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5May

ultrabonkers marathon blogA week on from successfully completing my first marathon, the Virgin Money London Marathon 2015, and I’m still just as happy as I was a week ago, and it will be something that lives with me all my life. I did have about 5 seconds after when I thought “not again” but I soon dropped that nonsense, entered the ballot and am eagerly awaiting the outcome of the 2016 ballot to try all over again!

It was the 35th London marathon. At the front the 3 fastest marathon runners of all time were racing each other, Paula Radcliffe was bowing out of London and Olympic hero David Weir (was I was lucky enough to meet and talk to at the VMLM Expo) was on the start line again.

Did I make it look “easy” or “comfortable” by managing pace and the race mile by mile? Yes, I probably did! I now really do understand why people say the event is the easy bit…it is the utter dedication and determination in the training that is the hard bit with lovely 18 mile wet, cold, at times very lonely Sunday long runs.

Tapering in the 3 weeks before started with nicely controlled “tapering” as run mileage and intensity both reduced and I worked on recovery and energy stores. In the last week, though, I seemed to encounter just about everyone with a cold as the famous pre marathon paranoia, or “maranoia”, really kicked in as the nerves built and I, like many others, worried constantly about something going wrong in the last few days – especially illness or injury! What was at risk was 565 miles of relentless, self-focused, hard graft training…many say that the marathon is the hard bit, it isn’t, it is the “Glory Day” when you get back what you put in. As long as you enjoy it too.

Early start 0616 train from Basingstoke packed with runners and supporters. Time for the iPod and some personal space. Another train to Blackheath and I was there…umm, into grey, cold drizzle! Rats! But, I was lucky as, thanks to the great folks from Leukaemia and Lymphoma Research, L&LR, I could join their pre-race do and have food, drinks, warmth and great loos!

Off to the Blue start assembly area, drop the bag and await the start in a fetching combo of old throw away tee shirt and a see through L&LR disposable poncho. Yep, I cut a fine style in the portaloo queue…but I wasn’t alone. Indeed, some 38,000 of us were doing the same thing!

At 10:18:22 I was off and trying to remember all the advice. Mainly to (1) NOT go out too fast and to pace it right, (2) keep my head up – take in the event fully – and enjoy it! and, (3) get my form right and use my arms to reset tempo making sure my hips and pelvis were level.

Mark blogTo be honest, with careful use of water, Lucozade and carb gels (and not taking anything from the folks at the roadside) all three worked. It has been said many times that the marathon has two halves; the first 20 miles and then the rest. Once I hit 20 miles, I was feeling tired but hoping that I could keep up the pace in this unknown territory so I chose to ensure I finished rather than push any harder. I pretty well kept to plan athough my pace and form slipped a little on miles 25 and 26 down the Embankment that just seemed to go on and on and on! I had been aiming for 4 hours 10-15 mins and was and still am delighted with 4:12:57 with the potential to now tweak some things and improve stamina / form for the last 6.2 miles to go under 4 hours in future.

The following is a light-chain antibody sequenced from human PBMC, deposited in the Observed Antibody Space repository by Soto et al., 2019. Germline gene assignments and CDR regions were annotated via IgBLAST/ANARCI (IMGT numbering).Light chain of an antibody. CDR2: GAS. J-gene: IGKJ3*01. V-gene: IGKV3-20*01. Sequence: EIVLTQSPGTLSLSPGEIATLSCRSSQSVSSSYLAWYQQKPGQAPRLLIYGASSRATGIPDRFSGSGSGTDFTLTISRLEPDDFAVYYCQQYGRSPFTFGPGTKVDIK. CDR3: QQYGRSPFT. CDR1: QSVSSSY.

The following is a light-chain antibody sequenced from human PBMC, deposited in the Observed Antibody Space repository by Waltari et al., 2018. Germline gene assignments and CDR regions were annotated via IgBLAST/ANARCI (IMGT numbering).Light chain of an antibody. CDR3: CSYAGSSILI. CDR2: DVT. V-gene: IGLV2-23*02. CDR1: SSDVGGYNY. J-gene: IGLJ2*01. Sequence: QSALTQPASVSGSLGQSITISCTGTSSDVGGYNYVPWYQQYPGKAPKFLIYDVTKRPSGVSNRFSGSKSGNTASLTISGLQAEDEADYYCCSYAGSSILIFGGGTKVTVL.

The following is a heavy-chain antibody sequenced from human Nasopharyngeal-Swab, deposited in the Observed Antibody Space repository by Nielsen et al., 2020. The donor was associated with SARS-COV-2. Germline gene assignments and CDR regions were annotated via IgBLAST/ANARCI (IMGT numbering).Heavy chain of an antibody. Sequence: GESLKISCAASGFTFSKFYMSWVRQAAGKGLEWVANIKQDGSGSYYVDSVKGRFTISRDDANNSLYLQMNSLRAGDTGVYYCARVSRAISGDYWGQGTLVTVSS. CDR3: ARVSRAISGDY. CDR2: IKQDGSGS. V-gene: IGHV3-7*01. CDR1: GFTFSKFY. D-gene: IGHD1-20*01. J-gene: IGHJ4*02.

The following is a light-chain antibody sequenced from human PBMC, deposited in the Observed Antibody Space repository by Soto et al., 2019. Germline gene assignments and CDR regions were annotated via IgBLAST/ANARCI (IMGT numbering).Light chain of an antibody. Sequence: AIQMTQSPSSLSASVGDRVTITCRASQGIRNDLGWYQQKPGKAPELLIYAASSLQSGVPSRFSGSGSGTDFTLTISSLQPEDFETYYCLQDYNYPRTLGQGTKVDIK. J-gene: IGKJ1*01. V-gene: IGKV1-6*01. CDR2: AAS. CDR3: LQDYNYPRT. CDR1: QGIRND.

During the run, I really had enjoyed the whole thing and probably made it all look a big too easy at my cheering points at 11.5 and 23.3 miles where I not only accelerated to be far faster than targets for those miles but went by smiling and waving to show I was OK. At both, I was very lucky to have two cheering groups…first my own dedicated “cheering crew” who had lived every day of my relentless training giving me a fantastic lift. Then, at each place, just down the road were the supporters from the running club with another lift.

I wanted to finish as the priority, I did and in a time I am very happy with for a first time running over 20 miles. There is a great medal, tee shirt and goody bag but even more valuable are the memories as I was delighted that many of the people dearest to me could be there and share it with me…or, me share it with them?

ultrabonkers marathon blog 2By running for L&LR I not only benefitted from pre-event support and coaching but a post run celebration at Central Halls where, after a massive cheer that I just hadn’t expected, some food, a very welcome 20 mins leg massage and an even more welcome beer. Oh, and a wonderful feeling walking on carpet with no shoes or socks on!

A fantastic event and experience that couldn’t have been possible without a great group of people that each played a big role in the preparation and the day, who I trust with each aspect. There were my constant “running buddies”, Amy and Libby, some guys from the Club, especially Nick D & Adrian, my coach Ben from Full Potential, all the team at L&LR, Gary Turner…and my brill sports physio, Vicki at The Body Reset Clinic.

In an earlier blog I said “…just eight weeks to go to VMLM2015, and I absolutely can’t wait!” Well, I wasn’t wrong, I loved it, and absolutely can’t wait to VMLM2016!”. I know what it will take now with the kind of dedication, focus and sacrifice needed for “the hard bit” the training! Things will be different now as, before 2016, my “A” race schedule has a run of “firsts” this Summer:

  • 24 hour solo endurance trail run, Endure24
  • 50km Trail Ultra, the Salisbury 5-4-3-2-1
  • Berlin Marathon

In my next blog I’ll talk about the recovery and the weeks after the marathon. Cheers, Mark

  

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